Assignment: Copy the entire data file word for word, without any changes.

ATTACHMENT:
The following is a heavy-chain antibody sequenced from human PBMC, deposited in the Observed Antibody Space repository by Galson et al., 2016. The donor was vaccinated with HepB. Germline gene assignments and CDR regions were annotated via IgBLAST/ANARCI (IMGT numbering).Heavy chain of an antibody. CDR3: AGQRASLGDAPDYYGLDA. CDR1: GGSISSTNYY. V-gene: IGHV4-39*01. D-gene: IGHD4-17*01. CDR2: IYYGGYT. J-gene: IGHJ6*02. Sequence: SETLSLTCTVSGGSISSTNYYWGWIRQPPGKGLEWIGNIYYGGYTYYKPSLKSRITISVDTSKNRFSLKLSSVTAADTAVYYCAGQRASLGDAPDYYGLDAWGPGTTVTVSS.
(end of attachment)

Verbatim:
The following is a heavy-chain antibody sequenced from human PBMC, deposited in the Observed Antibody Space repository by Galson et al., 2016. The donor was vaccinated with HepB. Germline gene assignments and CDR regions were annotated via IgBLAST/ANARCI (IMGT numbering).Heavy chain of an antibody. CDR3: AGQRASLGDAPDYYGLDA. CDR1: GGSISSTNYY. V-gene: IGHV4-39*01. D-gene: IGHD4-17*01. CDR2: IYYGGYT. J-gene: IGHJ6*02. Sequence: SETLSLTCTVSGGSISSTNYYWGWIRQPPGKGLEWIGNIYYGGYTYYKPSLKSRITISVDTSKNRFSLKLSSVTAADTAVYYCAGQRASLGDAPDYYGLDAWGPGTTVTVSS.